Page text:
Most landlords require that a tenant’s (documented) income equal at least three times the monthly rent. Many tenants believe that they can afford more than they really can — so it is the landlord’s job to set the rules to protect his or her investment. If the tenant is already financially responsible, income that amounts to three times the monthly rent should be sufficient.
While some landlords look at late rent as a benefit because of the extra income from the late fee, a late-paying tenant is more likely to stop paying altogether. The stress generated when the rent doesn’t come in is not a pleasant experience and can be avoided by renting only to tenants with a solid history of paying on time.
While a tenant may be able to pay the rent and pay it on time right now, his or her ability to do so in the future is often determined by the job situation. If this person is the type to switch jobs often or has had long periods of unemployment, you may find long periods of missed rent.
No tenant stays forever — and upon departure needs to leave the property in good condition. As such, it is important that the tenant’s day-to-day lifestyle be clean and orderly. This means taking good care of the property.
A person who has no regard for the law will also likely have no regard for your policies. Tenants who engage in illegal activities will cause you nothing but stress and expense. So, be sure to run a background check on your prospective tenant to ensure he or she doesn’t have a shady past.
That said, keep in mind that a prospective tenant’s past history of drug or alcohol abuse could be considered a medical problem — and thus something you can’t reject him or her over without being guilty of violating fair housing laws. If this person is selling drugs, that’s different from using. Be sure to study up on the fair housing laws in your area.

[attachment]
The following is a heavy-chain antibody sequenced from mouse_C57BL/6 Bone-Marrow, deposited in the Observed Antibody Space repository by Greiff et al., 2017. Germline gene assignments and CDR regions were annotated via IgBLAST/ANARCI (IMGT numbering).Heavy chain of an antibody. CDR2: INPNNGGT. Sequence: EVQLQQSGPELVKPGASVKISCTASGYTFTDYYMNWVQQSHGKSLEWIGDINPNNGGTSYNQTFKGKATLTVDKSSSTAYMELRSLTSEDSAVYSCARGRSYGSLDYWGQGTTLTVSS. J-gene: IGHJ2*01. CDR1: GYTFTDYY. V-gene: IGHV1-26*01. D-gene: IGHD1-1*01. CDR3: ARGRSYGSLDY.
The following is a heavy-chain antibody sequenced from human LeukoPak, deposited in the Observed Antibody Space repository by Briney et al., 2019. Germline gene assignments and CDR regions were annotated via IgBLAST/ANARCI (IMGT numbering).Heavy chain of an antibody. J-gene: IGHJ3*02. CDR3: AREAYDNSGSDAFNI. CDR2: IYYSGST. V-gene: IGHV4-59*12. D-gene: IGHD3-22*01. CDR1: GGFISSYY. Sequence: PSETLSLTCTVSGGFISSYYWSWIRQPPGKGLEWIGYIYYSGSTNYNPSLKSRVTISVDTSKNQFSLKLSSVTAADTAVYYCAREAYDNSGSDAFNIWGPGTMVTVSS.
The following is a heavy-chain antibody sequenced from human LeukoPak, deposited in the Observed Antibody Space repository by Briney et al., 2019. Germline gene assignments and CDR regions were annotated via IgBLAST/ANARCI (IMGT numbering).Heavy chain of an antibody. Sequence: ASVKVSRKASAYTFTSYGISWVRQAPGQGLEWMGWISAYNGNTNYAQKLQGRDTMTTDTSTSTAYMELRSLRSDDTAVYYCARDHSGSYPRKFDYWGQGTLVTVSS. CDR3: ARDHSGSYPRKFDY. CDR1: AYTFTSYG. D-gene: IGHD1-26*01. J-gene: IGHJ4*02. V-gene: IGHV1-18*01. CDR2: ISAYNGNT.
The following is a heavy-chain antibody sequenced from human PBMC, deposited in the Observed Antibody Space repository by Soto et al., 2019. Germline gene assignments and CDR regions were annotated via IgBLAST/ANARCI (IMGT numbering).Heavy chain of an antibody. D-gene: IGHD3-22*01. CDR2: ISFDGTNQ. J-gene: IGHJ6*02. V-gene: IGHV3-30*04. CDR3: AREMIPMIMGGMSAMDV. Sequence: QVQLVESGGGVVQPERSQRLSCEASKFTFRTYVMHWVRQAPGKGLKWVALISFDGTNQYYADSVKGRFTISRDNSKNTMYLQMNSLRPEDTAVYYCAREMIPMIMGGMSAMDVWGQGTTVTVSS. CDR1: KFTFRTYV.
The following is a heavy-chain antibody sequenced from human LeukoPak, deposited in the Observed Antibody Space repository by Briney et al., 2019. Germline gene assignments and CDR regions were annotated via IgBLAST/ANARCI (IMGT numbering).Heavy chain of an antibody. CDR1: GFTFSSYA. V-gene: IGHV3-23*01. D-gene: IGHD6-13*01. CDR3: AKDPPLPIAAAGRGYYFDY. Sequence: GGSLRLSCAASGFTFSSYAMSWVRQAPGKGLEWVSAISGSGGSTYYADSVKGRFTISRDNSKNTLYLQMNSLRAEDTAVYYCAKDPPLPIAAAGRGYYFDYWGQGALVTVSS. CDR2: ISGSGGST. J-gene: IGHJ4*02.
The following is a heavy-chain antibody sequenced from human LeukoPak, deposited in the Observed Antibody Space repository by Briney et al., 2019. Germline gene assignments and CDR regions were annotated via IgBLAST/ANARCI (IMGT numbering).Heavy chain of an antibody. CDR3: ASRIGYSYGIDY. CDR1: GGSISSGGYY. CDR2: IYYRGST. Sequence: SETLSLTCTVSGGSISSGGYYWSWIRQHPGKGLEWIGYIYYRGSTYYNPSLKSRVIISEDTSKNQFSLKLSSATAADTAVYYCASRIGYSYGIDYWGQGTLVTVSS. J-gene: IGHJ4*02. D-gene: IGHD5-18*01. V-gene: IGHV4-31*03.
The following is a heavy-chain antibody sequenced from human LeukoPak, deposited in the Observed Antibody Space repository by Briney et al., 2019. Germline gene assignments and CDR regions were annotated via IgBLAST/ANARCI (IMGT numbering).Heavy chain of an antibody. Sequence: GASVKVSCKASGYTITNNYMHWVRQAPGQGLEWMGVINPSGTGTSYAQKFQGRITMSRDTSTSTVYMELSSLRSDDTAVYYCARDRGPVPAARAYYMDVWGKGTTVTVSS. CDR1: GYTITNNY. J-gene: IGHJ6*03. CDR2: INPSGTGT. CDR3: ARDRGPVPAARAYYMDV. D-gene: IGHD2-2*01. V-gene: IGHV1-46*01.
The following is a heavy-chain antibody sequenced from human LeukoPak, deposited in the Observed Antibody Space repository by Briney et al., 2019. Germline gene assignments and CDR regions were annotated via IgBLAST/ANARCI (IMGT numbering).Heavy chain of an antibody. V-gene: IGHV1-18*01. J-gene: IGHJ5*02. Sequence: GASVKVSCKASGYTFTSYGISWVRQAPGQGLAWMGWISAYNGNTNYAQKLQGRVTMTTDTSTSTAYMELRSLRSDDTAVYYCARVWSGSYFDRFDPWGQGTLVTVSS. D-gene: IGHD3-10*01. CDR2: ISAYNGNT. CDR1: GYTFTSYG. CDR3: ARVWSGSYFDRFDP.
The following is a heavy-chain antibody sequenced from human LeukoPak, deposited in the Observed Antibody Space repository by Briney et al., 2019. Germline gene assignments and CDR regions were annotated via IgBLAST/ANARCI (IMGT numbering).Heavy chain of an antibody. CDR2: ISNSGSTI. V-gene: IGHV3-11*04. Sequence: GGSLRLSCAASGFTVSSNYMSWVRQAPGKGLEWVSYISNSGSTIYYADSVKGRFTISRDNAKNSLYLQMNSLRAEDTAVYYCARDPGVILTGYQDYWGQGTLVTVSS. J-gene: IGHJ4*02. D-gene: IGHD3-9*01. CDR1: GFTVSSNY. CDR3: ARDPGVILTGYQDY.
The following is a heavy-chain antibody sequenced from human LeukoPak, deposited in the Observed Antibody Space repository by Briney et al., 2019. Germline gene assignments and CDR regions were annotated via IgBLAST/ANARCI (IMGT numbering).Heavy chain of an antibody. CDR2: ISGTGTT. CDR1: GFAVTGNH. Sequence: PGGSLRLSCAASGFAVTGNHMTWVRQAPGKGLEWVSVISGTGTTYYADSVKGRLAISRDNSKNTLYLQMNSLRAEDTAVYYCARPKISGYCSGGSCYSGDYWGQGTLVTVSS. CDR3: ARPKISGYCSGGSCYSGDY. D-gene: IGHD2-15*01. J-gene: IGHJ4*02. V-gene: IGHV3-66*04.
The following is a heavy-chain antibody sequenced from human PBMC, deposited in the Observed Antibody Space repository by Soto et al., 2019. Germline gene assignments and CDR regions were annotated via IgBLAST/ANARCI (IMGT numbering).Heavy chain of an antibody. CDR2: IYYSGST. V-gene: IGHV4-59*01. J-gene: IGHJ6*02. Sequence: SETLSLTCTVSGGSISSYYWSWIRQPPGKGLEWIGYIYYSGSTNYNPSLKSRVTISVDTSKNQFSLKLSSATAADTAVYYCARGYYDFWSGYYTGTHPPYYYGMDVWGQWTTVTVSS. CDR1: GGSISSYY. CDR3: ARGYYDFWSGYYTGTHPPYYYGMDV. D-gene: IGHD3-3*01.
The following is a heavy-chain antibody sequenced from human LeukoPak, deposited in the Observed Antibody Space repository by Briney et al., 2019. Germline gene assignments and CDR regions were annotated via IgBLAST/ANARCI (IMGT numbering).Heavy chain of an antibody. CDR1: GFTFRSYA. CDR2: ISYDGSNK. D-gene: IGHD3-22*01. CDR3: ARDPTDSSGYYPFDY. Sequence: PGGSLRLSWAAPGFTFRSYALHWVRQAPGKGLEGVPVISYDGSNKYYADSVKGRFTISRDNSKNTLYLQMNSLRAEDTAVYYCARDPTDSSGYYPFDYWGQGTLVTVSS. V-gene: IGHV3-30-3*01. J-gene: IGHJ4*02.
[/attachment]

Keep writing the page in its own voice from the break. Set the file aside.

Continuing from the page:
The final quality of a great tenant is something I call the “stress quotient” or, in other words, the amount of stress a tenant will cause you as landlord. Some tenants are very high maintenance and constantly demand time and attention. Others simply ignore the terms in their lease and need constant babysitting, reprimands and discipline (late fees, notices, phone calls, etc.). This type of tenant will only be a thorn in your side.
Obviously, no tenant is going to be 100 percent perfect, so deciding how much near-perfection you require is a personal choice that largely depends on your desired involvement and the community in which your property is located. If tenants are difficult to find, it may be financially advantageous for you to rent to a less-than-perfect tenant in order to fill a vacancy.
Notice the use here of “less-than-perfect tenant,” and not “anyone.”
On the other hand, if you have plenty of applicants to choose from, you can be significantly more picky. Just remember, it’s much better to have your unit vacant a little longer while you wait for the right tenant than to rent to the wrong person.
So, how exactly do you weed out the bad tenants and find those quality tenants? The answer involves setting strict qualifying standards and screening your applicants to verify whether or not they meet those standards.